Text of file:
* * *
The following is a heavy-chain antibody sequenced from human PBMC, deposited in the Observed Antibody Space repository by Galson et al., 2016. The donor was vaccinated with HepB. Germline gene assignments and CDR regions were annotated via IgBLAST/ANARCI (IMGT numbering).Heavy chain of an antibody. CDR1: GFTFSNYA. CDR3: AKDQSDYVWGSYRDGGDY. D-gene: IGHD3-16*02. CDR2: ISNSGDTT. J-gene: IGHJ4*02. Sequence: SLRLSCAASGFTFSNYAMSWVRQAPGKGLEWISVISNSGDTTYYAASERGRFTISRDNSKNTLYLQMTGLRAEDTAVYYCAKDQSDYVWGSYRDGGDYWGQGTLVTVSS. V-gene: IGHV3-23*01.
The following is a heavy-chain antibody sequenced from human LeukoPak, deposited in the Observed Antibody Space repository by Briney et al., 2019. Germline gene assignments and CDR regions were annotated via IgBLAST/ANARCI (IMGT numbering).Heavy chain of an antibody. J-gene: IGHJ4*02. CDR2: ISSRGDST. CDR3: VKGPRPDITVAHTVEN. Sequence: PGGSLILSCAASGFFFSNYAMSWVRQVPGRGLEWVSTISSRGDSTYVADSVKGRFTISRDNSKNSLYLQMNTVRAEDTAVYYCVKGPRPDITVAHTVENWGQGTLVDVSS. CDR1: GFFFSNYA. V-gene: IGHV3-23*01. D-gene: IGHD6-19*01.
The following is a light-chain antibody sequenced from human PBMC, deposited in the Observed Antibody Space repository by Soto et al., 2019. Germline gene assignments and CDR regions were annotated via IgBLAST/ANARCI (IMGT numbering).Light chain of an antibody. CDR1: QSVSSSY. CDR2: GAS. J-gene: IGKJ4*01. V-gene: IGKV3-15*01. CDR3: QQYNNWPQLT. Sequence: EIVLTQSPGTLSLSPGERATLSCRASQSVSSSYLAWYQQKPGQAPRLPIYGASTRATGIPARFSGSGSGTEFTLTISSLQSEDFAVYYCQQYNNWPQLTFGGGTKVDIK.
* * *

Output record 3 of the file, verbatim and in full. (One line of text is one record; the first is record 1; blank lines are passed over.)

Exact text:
The following is a light-chain antibody sequenced from human PBMC, deposited in the Observed Antibody Space repository by Soto et al., 2019. Germline gene assignments and CDR regions were annotated via IgBLAST/ANARCI (IMGT numbering).Light chain of an antibody. CDR1: QSVSSSY. CDR2: GAS. J-gene: IGKJ4*01. V-gene: IGKV3-15*01. CDR3: QQYNNWPQLT. Sequence: EIVLTQSPGTLSLSPGERATLSCRASQSVSSSYLAWYQQKPGQAPRLPIYGASTRATGIPARFSGSGSGTEFTLTISSLQSEDFAVYYCQQYNNWPQLTFGGGTKVDIK.